When the leaders of First Baptist Church of Broken Arrow, Okla., decided to change the version of the Bible used in worship services, pastor Nick Garland knew right away the version he wanted to use: the strong, clear and true Holman Christian Standard Bible.
And while the decision might have been easy for Garland, it was no small consideration. Each week, Garland is responsible for preaching God’s Word during two Sunday morning services in a worship center which seats about 1,500 people on the church’s main campus. He also must consider the satellite campus the church will be launching this fall.
“I am a biblical conservative and strongly believe that Bible translators should translate as closely as possible to the Greek and Hebrew texts,” Garland said. “For me, the HCSB has done that well.”
Garland has been Garland has been familiar with the HCSB for several years. As a Lifeway trustee, he was part of the board that urged the organization to consider publishing a new translation of the Bible.
“With the theological world adrift and not in unity regarding the veracity, full authority and absolute infallibility of Scripture, we needed a translation that was reliable and sure for Southern Baptists and conservative Christians to use,” Garland said.
Specifically, Garland said he appreciates that the text of the HCSB is not a paraphrase or a “cultural shift” written to appease a modern view of political correctness.
“Rather, the HCSB has sought to remain true scholastically and grammatically to the text of God’s Word,” Garland said. “The Word should change the world, not the world change the Word! I believe that has been demonstrated by the HCSB.”
During a 20-year process, an international team of 100 scholars and English stylists representing more than 20 different Protestant denominations worked together using the original biblical languages of Greek, Hebrew and Aramaic. The HCSB New Testament was released in 2001 and the full HCSB was released in 2004.
Garland said while he recognized the HCSB as a good text for his congregation, he was slowed in his decision by the practicality of changing from one version to another, having used the same translation for a quarter of a century.
“Like many people, whatever Bible translation one uses in the early days of one’s Christian journey as a leader, that is the one that is kept, read and used,” he said, adding that he had three copies that he used simultaneously — all “studied, marked, outlined and treasured as my devotional and study Bibles.”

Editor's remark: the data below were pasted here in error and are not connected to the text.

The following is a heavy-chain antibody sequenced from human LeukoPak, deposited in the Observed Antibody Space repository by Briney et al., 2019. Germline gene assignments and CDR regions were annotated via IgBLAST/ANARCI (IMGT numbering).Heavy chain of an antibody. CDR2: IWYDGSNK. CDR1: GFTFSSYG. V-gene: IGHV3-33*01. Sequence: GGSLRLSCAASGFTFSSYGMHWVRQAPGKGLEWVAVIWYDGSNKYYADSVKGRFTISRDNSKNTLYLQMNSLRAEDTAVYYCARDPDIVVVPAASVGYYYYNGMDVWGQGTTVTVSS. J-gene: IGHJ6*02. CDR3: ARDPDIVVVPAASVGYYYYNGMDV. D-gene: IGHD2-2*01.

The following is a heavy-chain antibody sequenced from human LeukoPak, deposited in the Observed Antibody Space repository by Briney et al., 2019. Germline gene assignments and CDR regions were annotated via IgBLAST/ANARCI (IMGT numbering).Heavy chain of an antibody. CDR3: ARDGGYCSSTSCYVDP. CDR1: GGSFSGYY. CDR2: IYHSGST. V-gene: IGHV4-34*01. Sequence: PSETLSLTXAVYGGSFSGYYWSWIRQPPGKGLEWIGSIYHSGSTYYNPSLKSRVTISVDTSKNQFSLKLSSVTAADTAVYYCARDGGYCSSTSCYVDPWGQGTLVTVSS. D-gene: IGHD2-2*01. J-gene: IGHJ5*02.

When the HCSB was first published in 2004, Garland received gift copies of the version, which he said he enjoyed reading occasionally, but continued to rely on his marked-up study Bibles for preaching.
Recently, however, Garland said he became convicted that it was time to switch to a translation that was more trusted and true in its language. He said several reasons contributed to the decision to use the HCSB as his church’s pew Bible and as the Scripture from which he preaches. In an era when Lifeway Research indicates only four in ten (41 percent) American adults say they read the Bible at least once a week, and nearly half (46 percent) say they rarely or never read the Bible, a sound translation must also be readable.
“The text is very easy to read in a modern vernacular,” Garland said. “Even the most difficult texts have greater clarity simply because the language is more readily understood. The passages that people most often call ‘favorites’ read with a simplistic beauty that is memorable.
“The HCSB truly retains the veracity of the text while enhancing the clarity through use of clear verbiage,” he said. “Through the years, some people have found it hard to study the Bible because of archaic phrases and words. HCSB has provided a tremendously accurate translation that is simple enough for anyone to understand.”
First Baptist Church, Broken Arrow, has ordered about 500 HCSB pew Bibles to be placed in the pews of their main campus and about 75 for the satellite church location — volumes Garland expects to be used during each worship service. Garland noted that he does not put Bible passages on the screen while he is preaching. Instead, he encourages worshipers to bring a Bible or use the provided pew Bible to read the Scripture verses for themselves. He believes when readers handle the Bible, they are more likely to study God’s Word on their own time.
“I would encourage pastors to consider encouraging their people to read from the Bible they are holding so that they can mark a text in their Bible and have it to read later,” he said. “If people grow accustomed to studying the Bible in every worship service, they will want to purchase one of their own to keep and to study. If worshipers use a pew Bible, my hope is that they will stop by our bookstore at the close of worship and buy one for their personal study.”
For churches exploring a new translation for their congregation, Garland said he believes the HCSB is exactly what the Lifeway trustees expected when they commissioned a new translation: a reliable, readable translation.
by Julie McGowan